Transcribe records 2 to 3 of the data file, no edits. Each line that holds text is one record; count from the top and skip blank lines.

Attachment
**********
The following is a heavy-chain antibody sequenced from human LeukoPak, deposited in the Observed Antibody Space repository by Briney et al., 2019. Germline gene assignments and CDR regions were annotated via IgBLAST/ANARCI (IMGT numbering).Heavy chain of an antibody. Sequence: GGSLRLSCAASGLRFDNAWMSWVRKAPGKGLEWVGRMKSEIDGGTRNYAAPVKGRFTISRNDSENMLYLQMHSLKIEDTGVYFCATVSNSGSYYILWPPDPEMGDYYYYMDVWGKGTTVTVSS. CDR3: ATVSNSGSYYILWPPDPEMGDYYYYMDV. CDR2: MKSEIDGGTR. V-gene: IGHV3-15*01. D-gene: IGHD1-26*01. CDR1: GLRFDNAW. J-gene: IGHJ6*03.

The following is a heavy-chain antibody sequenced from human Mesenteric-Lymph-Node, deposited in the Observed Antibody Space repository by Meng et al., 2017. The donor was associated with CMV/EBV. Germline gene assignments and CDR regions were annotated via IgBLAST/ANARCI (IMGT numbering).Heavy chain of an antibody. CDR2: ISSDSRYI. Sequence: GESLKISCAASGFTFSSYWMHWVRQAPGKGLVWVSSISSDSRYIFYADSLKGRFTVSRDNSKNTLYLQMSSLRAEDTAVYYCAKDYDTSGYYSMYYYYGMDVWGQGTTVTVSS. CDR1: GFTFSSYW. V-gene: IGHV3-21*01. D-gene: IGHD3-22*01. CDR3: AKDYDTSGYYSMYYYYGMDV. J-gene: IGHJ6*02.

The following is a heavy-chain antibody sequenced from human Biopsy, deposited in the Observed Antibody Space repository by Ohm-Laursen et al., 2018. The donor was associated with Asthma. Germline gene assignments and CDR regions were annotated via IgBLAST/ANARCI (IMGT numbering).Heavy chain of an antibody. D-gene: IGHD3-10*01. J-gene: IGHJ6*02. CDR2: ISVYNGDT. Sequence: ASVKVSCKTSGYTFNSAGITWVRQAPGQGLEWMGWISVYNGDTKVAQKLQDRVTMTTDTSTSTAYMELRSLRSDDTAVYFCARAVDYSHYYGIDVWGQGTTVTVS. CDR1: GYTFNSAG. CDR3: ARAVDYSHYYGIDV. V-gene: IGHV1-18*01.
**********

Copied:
The following is a heavy-chain antibody sequenced from human Mesenteric-Lymph-Node, deposited in the Observed Antibody Space repository by Meng et al., 2017. The donor was associated with CMV/EBV. Germline gene assignments and CDR regions were annotated via IgBLAST/ANARCI (IMGT numbering).Heavy chain of an antibody. CDR2: ISSDSRYI. Sequence: GESLKISCAASGFTFSSYWMHWVRQAPGKGLVWVSSISSDSRYIFYADSLKGRFTVSRDNSKNTLYLQMSSLRAEDTAVYYCAKDYDTSGYYSMYYYYGMDVWGQGTTVTVSS. CDR1: GFTFSSYW. V-gene: IGHV3-21*01. D-gene: IGHD3-22*01. CDR3: AKDYDTSGYYSMYYYYGMDV. J-gene: IGHJ6*02.

The following is a heavy-chain antibody sequenced from human Biopsy, deposited in the Observed Antibody Space repository by Ohm-Laursen et al., 2018. The donor was associated with Asthma. Germline gene assignments and CDR regions were annotated via IgBLAST/ANARCI (IMGT numbering).Heavy chain of an antibody. D-gene: IGHD3-10*01. J-gene: IGHJ6*02. CDR2: ISVYNGDT. Sequence: ASVKVSCKTSGYTFNSAGITWVRQAPGQGLEWMGWISVYNGDTKVAQKLQDRVTMTTDTSTSTAYMELRSLRSDDTAVYFCARAVDYSHYYGIDVWGQGTTVTVS. CDR1: GYTFNSAG. CDR3: ARAVDYSHYYGIDV. V-gene: IGHV1-18*01.